“But I’m not retiring until years from now.”
“I’m focused on growing my business.”
“It’s still a startup!”
Entrepreneurs who don’t think about how their business is valued until the time comes to sell are missing an opportunity. They could be implementing strategies today that could result in a higher business value in the future. Here are five valuation tips to keep in mind, even if it’s not time to sell your business yet.
Understand that value-enhancing strategies take time
Businesses that are profitable, and will continue to be in the foreseeable future, are typically valued based on expected cash flow. Entrepreneurs should be able to increase the value of their business by finding ways to increase cash flow, and to reduce the risk of not attaining those cash flows. Strategies to consider include the following:
- Cutting out unnecessary expenses;
- Putting a strong management team in place;
- Reducing dependence on a few, specific customers or suppliers;
- Updating equipment and technology; and
- Ensuring that financial information is current and adequate.
It can take time to implement value-enhancing strategies: building a management team, for example, can take years. The owner of a mid-sized company had engaged a professional accountant to assist him in preparing the business for sale. The owner prided himself on the fact that his management team had been with him for well over twenty years. A prospective buyer, however, viewed the management team as a potential risk – they were all close to retirement age.
Don’t make goodwill personal
A significant component of the value of a viable business is often its goodwill – the “magic” of the products, services, location, and people that make the business what it is. An intangible rather than a “hard” asset, goodwill only has value to a prospective buyer if it is attached to the business. If the goodwill is personal — attributable to the present owner’s reputation or skills — when the present owner leaves, so may the goodwill.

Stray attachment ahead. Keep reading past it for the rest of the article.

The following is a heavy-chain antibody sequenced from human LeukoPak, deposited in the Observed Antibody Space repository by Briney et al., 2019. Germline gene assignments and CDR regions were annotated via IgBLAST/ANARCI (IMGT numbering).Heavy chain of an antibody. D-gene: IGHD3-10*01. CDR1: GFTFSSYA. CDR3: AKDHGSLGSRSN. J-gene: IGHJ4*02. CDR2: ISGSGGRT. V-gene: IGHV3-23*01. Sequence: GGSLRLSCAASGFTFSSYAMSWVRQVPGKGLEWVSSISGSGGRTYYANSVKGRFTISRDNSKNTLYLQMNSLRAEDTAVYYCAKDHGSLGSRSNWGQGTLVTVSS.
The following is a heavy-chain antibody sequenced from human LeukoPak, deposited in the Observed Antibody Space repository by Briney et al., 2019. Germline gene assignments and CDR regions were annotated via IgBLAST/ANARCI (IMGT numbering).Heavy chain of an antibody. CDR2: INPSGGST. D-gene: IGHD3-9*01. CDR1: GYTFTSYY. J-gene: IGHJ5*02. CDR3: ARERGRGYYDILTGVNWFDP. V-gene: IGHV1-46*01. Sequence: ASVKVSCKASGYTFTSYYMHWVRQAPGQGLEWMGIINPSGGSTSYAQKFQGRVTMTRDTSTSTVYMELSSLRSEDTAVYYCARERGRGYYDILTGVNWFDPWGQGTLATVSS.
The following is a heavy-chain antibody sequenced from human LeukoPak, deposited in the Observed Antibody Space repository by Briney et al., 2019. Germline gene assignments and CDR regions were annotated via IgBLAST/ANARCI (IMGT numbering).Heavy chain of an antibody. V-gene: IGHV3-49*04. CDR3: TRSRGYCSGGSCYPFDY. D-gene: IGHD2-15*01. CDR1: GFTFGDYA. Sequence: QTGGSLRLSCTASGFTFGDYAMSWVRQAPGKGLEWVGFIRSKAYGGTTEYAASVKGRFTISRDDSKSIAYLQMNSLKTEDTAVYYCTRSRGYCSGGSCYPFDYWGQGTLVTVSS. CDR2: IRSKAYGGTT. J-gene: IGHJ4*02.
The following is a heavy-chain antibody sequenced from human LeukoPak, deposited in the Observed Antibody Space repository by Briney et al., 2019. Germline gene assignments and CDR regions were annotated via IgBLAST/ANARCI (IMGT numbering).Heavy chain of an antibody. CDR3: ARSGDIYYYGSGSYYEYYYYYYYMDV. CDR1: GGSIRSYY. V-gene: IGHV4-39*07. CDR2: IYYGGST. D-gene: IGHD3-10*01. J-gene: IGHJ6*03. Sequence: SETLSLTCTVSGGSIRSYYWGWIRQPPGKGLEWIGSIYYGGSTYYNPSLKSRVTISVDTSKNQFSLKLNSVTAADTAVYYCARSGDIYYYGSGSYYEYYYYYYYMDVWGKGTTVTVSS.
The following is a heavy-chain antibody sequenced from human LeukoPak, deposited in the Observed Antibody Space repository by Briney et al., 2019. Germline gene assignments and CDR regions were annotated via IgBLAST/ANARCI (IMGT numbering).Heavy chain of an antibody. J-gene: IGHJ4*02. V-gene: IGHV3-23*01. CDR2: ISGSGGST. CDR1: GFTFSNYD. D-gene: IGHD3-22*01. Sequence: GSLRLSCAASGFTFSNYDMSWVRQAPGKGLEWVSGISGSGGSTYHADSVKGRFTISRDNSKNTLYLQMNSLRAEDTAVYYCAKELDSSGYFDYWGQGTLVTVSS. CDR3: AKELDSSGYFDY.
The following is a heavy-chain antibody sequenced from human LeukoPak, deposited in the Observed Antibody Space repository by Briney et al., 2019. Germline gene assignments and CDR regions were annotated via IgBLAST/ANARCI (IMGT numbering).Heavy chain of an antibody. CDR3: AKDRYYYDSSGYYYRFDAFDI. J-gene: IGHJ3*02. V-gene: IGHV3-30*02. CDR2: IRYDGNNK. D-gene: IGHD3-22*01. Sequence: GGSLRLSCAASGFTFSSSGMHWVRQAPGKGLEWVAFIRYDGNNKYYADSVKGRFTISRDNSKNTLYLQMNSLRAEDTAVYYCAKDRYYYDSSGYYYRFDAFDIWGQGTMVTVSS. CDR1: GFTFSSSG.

To help ensure that the goodwill stays with the business, strive to make the owner dispensable. Consider putting in place strong managers, documenting systems and developing processes that minimize reliance on specific individuals.
One area where personal goodwill can come into play is in a company’s name. When choosing a name for your business, consider the fact that calling it John Smith Automotive, for example, could be a deterrent to future buyers, unless they happen to have the same name. If your business is already operating with a personal name consider rebranding.
Be investor ready
If you need capital to grow your business, knowing how much your business is worth can make the difference between closing a deal or not. On the reality TV show Dragon’s Den, entrepreneurs pitch their business to the “Dragons,” a panel of successful investors. If you’ve watched the show, you’ll likely have heard the Dragons’ all-too-frequent lament: “You’ve got the value all wrong.” Many an entrepreneur has walked away empty-handed because they overvalued their business. Even worse, other times they’ve undervalued it and given up more equity than necessary.
Find your special purchasers